The effect of the sermon:
v. 40. Many of the people, therefore, when they heard this saying, said, Of a truth this is the Prophet.
v. 41. Others said, This is the Christ. But some said, Shall Christ come out of Galilee?
v. 42. Hath not the Scripture said, That Christ cometh of the seed of David; and out of the town of Bethlehem, where David was?
v. 43. So there was a division among the people because of Him.
v. 44. And some of them would have taken Him; but no man laid hands on Him.
Both the words and the manner of Jesus upon this occasion made a profound impression, but the people were impressed in various ways. Some of them were ready to believe that He was that great prophet of whom Moses had prophesied, Deuteronomy 18:15, whom they did not identify with the Messiah. Others had gained the conviction that He must be the Christ Himself. That was a fine confession of faith. But others were present that ridiculed His Galilean ancestry, as they believed that Jesus had been born in Galilee. They were familiar with the prophecy according to which the Messiah was to be born at Bethlehem, and their assumption as to His Galilean derivation clashed with this prophecy. So public opinion was divided on this occasion. Note: Whenever there is a difference of opinion in regard to the person and office of Christ, or in regard to any doctrine of the Gospel, the reason is not to be sought on the part of Jesus, but in the perverse understanding of man. A careful searching of Scriptures and a diligent comparison of the various parts of Scriptures will always result in absolute clearness with regard to all the doctrines which are necessary for salvation. Where this is not done, the judgment pronounced upon unbelievers will strike such people, and their understanding will be darkened all the more with the passing of time. Some of the Jews in the multitude were so hardened to the proclamation of the Gospel that they wanted to arrest Him, but the intention died in its inception, and the uplifted hands sank down powerlessly. God Himself tied their hands, for the hour of Jesus was not yet come.
The report of the guard:
v. 45. Then came the officers to the chief priests and Pharisees; and they said unto them, Why have ye not brought Him?
v. 46. The officers answered, Never man spake like this man.
v. 47. Then answered them the Pharisees, Are ye also deceived?
v. 48. Have any of the rulers or of the Pharisees believed on Him?
v. 49. But this people, who knoweth not the Law, are cursed.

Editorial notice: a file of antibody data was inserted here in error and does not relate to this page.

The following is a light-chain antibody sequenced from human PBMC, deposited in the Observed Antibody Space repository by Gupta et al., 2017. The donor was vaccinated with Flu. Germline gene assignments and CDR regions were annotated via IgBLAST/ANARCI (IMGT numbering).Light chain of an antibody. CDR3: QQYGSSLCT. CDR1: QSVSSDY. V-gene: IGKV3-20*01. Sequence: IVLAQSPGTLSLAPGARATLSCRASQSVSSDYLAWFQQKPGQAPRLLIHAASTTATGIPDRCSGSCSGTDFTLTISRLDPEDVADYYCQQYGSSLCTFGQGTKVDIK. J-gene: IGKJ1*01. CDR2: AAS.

v. 50. Nicodemus saith unto them, (he that came to Jesus by night, being one of them,)
v. 51. Doth our Law judge any man before it hear him and know what he doeth?
v. 52. They answered and said unto him, Art thou also of Galilee? Search and look; for out of Galilee ariseth no prophet.
v. 53. And every man went unto his own house.
The Temple-guards that had been commissioned with the arrest of the Lord had been willing enough to perform their task. They had kept a close watch upon Jesus these four days. But the very fact that they were in the neighborhood of Jesus and thus heard much of His teaching had a powerful effect upon them. They returned to their masters without having carried out their commission. They were received with the reproachful question: Why brought ye Him not! The guards gave no direct answer, but tried to evade the question with the excuse that no mere man had ever spoken like this man Jesus. It was, in a way, a confession of His divinity. They were not yet openly won for His cause, but they also could no longer take the part of His adversaries. The Word of God is mighty in the midst of its enemies. They had felt the force, the divine power of His words. But their apology only rouses the wrath of the Jewish rulers. Was it possible, they ask, that even these trusted henchmen were deluded and deceived? What right have these subordinates to have a mind of their own? They should simply accept what their leaders tell them and not be influenced by the opinion of the masses. For that low crowd, in the opinion of the Pharisees, that did not know the Law and all the traditions as they themselves did, were a cursed lot, an execrable rabble. Note: The arguments here advanced by the Jewish leaders sound exactly like those of the so-called fashionable Christians in our days that have thrown the Bible overboard as the inspired Word of God and have only pity for the poor deluded, unlearned Lutherans and their like that insist upon accepting Jesus as the Savior of the world, through the atonement made by His blood.
It was at this point that Nicodemus, who had gotten his information concerning heavenly things directly from Jesus and knew what he was talking about, interfered. Though he was a member of the Pharisees, he did not share their views in this matter. He demanded whether it was in accordance with the Law of which they were continually boasting to condemn a man without giving him a fair hearing. It is characteristic of the hypocrites in high places that they refuse to accept any opinion but their own. Their conceit is equaled only by their denseness. But the objection of Nicodemus took them aback somewhat. They had not expected opposition in their own midst. Angrily they tell him that he himself seems to be becoming a Galilean, a follower of this hated Nazarene. They meant to say that despised Galilee was not the true country of the prophets, that most of them were from Judea and Jerusalem. But their assertion was too strong. There were one or two exceptions to the rule which they state so arbitrarily. The Prophet Jonah came from Galilee. And there was a prophecy stating that the light of the Messiah would shine upon that northern country in a most marvelous manner, Isaiah 9:1-2. And so the meeting of the Sanhedrin ended in a deadlock; it broke up without further action against Jesus. The guiding hand of God is plainly seen in all the circumstances of this incident.
Summary. Jesus reproves the unbelief of His brothers, journeys to the Feast of Tabernacles at Jerusalem, and testifies concerning His person and office, gaining some adherents and confounding even the servants of the Sanhedrin.
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Kretzmann, Paul E. Ph. D., D. D. "Commentary on John 7". "Kretzmann's Popular Commentary". https://www.studylight.org/
the Fourth Sunday after Epiphany